The central goal of our studies is to unravel the molecular and cellular mechanisms of diseases that disrupt the motor system. In exploring these diseases, we are also interested in understanding a fundamental question relevant to CNS disease generally: what factors determine the selective vulnerability of particular cell types or circuits to particular insults?Our primary focus is on Parkinson’s disease and DYT1 dystonia. For each of these projects, we focus our efforts on disease genes that cause these disorders, employing a range of molecular, cellular, and whole animal studies to dissect the normal role of disease proteins, and how pathogenic mutations lead to disease.
Parkinson’s disease is the second commonest age-related neurodegenerative disease after Alzheimer’s disease and is characterized by progressive degeneration of midbrain dopaminergic neurons. Our Parkinson’s disease-related research has focused on mechanisms of degeneration related to abnormalities of alpha-synuclein and leucine-rich repeat kinase 2 (LRRK2), the most common genetic cause of the disease. Our recent work has explored the role of endolysosomal dysfunction in PD-related neurodegeneration, highlighting toxic signals important in cell toxicity that are independent of alpha-synclein dysfunction. In work attempting to understand the reasons for the striking aging-dependence of neurodegenerative disease, we are beginning to explore the role of cell senescence pathways in a novel model of PD neurodegeneration.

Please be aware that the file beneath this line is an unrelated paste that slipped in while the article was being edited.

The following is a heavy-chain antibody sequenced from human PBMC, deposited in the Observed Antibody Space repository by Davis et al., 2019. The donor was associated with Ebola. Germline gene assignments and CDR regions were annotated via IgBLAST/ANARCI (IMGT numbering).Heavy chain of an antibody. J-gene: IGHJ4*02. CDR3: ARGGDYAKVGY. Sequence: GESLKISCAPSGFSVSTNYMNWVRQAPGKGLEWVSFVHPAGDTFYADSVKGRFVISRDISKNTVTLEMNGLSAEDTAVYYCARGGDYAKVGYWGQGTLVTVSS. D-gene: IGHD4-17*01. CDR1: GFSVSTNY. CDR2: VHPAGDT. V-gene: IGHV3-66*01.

Primary dystonia is a neurological disorder characterized by disabling, abnormal, involuntary movements, which can have devastating consequences for the patient. A remarkable aspect of primary dystonia is that mutation in a ubiquitously expressed gene causes a disorder that is highly selective for the developing motor system. We have developed a variety of mouse genetic and in vitro model systems that are enabling us to dissect the molecular and cellular mechanism that explain how a discrete genetic insult disrupts a highly select group of motor structures. This work has led to the discovery of a unique type of neurodegeneration provoked by neurodevelopmental processes (in contrast to the age-related neurodegeneration of PD and related diseases). These studies are based on most common genetic form of primary dystonia, DYT1 dystonia, a dominantly inherited disease caused by a deletion in TOR1A that removes a single glutamic acid (ΔE) from the protein torsinA. TorsinA is AAA+ protein that resides within the endoplasmic reticulum/nuclear envelope endomembrane system, and basic studies of this protein are have also uncovered a novel form of nucleocytosolic transport that appears critical in dystonia pathogenesis.